In Afghanistan, farmers grow poppy for opium, which is later processed into heroin and, ultimately, sold on the black market. How, when the Quran defines drugs as “the filth of Satan’s handiwork,” does the Islamic populace in Afghanistan justify growing this illicit crop? For one thing, the sale, but not consumption, of opium is acceptable to the locals because it is supposedly consumed by the West–by infidels–and thus furthers the war on them, outlines Gretchen Peters in her book Seeds of Terror: How Drugs, Thugs, and Crime Are Reshaping the Afghan War. Peters has worked for the Associated Press and ABC News.
This premise is absolutely false, she argues, and “Anyone who thinks infidels are the main consumers of Afghan dope is fooling himself,” she writes. “Addicts in Iran, Afghanistan, and Pakistan alone accounted for 55 percent of the 1,100 metric tons of opium consumed world-wide in 2008.”
“Users in Central Asia, Iran, and Pakistan smoked, snorted or injected another 17 percent of the heroic produced that year.” European nations and Russia also consume a large portion of this heroin, she writes.
Peters’ book attempts to establish a link between the Taliban, al Qaeda, and the drug trade. “To this day, some senior U.S. officials continue to argue that al Qaeda is not systematically involved in drug smuggling, although many acknowledge that low-rank operatives get involved now and then to earn money,” she asserts. Peters attempts to prove differently, citing two maritime events and some connections between al Qaeda linked insurgents and the drug trade: “However, there is widespread evidence Uzbek insurgents linked to al Qaeda are heavily tied to drug smuggling and control as much as 70 percent of the multibillion-dollar heroin and opium trade through Central Asia,” writes Peters. “Other incidents prove low-level Arab al Qaeda operatives have engaged in trafficking, including two maritime seizures in 2003.”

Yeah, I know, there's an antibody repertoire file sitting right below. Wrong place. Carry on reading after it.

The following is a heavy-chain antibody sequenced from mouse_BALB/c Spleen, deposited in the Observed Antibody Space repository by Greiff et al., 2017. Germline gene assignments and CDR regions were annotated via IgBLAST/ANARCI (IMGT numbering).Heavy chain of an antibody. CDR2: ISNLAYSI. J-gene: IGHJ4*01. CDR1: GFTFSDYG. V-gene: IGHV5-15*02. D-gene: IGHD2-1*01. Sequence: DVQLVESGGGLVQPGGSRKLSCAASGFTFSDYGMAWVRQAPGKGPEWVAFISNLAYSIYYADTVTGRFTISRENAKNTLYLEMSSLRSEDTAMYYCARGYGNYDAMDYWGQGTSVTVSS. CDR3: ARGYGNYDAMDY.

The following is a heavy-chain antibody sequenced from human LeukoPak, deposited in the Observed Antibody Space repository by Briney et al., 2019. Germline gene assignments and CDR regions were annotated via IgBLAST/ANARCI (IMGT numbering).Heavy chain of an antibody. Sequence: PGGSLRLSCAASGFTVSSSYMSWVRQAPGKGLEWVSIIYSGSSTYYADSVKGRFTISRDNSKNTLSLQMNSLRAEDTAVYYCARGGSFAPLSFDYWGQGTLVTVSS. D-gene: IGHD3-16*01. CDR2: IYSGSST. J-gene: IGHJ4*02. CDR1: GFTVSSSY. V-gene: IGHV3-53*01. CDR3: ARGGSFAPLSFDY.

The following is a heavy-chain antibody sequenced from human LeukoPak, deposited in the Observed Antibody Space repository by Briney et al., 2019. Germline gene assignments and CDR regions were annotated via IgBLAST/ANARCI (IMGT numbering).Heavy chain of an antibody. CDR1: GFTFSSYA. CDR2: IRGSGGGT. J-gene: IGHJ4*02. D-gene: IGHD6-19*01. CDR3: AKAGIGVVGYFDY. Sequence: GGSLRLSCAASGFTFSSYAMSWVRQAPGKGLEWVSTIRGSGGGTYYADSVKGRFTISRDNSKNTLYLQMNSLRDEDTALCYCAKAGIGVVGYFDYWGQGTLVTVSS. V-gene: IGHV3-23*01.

With no smoking gun to point to, Peters’ book becomes less about terror so much as Afghanistan thuggery and corruption. Thus, the title seems to be a bit of a misnomer. However, the book is a useful primer on Afghanistan politics and graft.
Readers learn that Afghani farmers are stuck in a cycle of poverty where they sell their poppy crops before the harvest. Thus, once the harvest comes, they already owe money to the drug trade. In addition, farmers face violence from the Taliban should they turn to other crops. Peters is against the eradication of poppy crops and counsels the U.S. government to spearhead efforts to combat the opium trade by focusing on traffickers instead of farmers. This is because, with large stores of opium hidden underground, drug traffickers stand to make a mint whenever the supply of opium is lowered. It seems, in Peters’ telling, that drug money as the root of all evil has corrupted every level of the Afghani government up through President Hamid Karzai and his half-brother Ahmed Wali.
While well-sourced in general, the book relies in large part on unnamed sources in the U.S. government who, in citing their frustrations with U.S. policy in Afghanistan, fail to identify themselves and stand by their words. A good read, but not an essential one.